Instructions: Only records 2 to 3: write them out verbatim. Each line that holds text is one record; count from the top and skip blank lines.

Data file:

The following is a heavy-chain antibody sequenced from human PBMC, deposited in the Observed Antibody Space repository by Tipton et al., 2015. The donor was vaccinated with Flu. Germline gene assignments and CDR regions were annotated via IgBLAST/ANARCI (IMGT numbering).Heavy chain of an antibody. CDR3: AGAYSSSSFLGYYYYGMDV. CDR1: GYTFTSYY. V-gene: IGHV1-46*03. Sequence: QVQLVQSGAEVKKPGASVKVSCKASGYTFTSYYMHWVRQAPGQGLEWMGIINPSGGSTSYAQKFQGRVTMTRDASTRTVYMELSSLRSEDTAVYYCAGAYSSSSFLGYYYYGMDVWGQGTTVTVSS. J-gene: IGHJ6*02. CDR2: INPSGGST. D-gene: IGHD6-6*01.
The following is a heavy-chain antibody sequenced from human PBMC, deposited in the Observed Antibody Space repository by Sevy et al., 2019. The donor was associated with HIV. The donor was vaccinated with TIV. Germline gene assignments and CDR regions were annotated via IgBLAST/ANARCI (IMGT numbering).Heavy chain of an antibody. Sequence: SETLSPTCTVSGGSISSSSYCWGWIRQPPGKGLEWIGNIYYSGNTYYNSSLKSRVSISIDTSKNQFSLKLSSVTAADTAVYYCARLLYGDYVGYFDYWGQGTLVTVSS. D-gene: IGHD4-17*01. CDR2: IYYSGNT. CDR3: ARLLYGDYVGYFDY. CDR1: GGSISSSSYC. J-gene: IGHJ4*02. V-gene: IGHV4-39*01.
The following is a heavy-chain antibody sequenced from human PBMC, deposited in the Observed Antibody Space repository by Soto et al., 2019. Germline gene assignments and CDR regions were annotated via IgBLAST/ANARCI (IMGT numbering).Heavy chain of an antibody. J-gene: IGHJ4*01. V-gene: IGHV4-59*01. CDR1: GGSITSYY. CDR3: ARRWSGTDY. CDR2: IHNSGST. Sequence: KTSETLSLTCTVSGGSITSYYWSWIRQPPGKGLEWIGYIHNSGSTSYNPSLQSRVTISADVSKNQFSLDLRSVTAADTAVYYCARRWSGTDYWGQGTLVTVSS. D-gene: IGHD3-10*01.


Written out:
The following is a heavy-chain antibody sequenced from human PBMC, deposited in the Observed Antibody Space repository by Sevy et al., 2019. The donor was associated with HIV. The donor was vaccinated with TIV. Germline gene assignments and CDR regions were annotated via IgBLAST/ANARCI (IMGT numbering).Heavy chain of an antibody. Sequence: SETLSPTCTVSGGSISSSSYCWGWIRQPPGKGLEWIGNIYYSGNTYYNSSLKSRVSISIDTSKNQFSLKLSSVTAADTAVYYCARLLYGDYVGYFDYWGQGTLVTVSS. D-gene: IGHD4-17*01. CDR2: IYYSGNT. CDR3: ARLLYGDYVGYFDY. CDR1: GGSISSSSYC. J-gene: IGHJ4*02. V-gene: IGHV4-39*01.
The following is a heavy-chain antibody sequenced from human PBMC, deposited in the Observed Antibody Space repository by Soto et al., 2019. Germline gene assignments and CDR regions were annotated via IgBLAST/ANARCI (IMGT numbering).Heavy chain of an antibody. J-gene: IGHJ4*01. V-gene: IGHV4-59*01. CDR1: GGSITSYY. CDR3: ARRWSGTDY. CDR2: IHNSGST. Sequence: KTSETLSLTCTVSGGSITSYYWSWIRQPPGKGLEWIGYIHNSGSTSYNPSLQSRVTISADVSKNQFSLDLRSVTAADTAVYYCARRWSGTDYWGQGTLVTVSS. D-gene: IGHD3-10*01.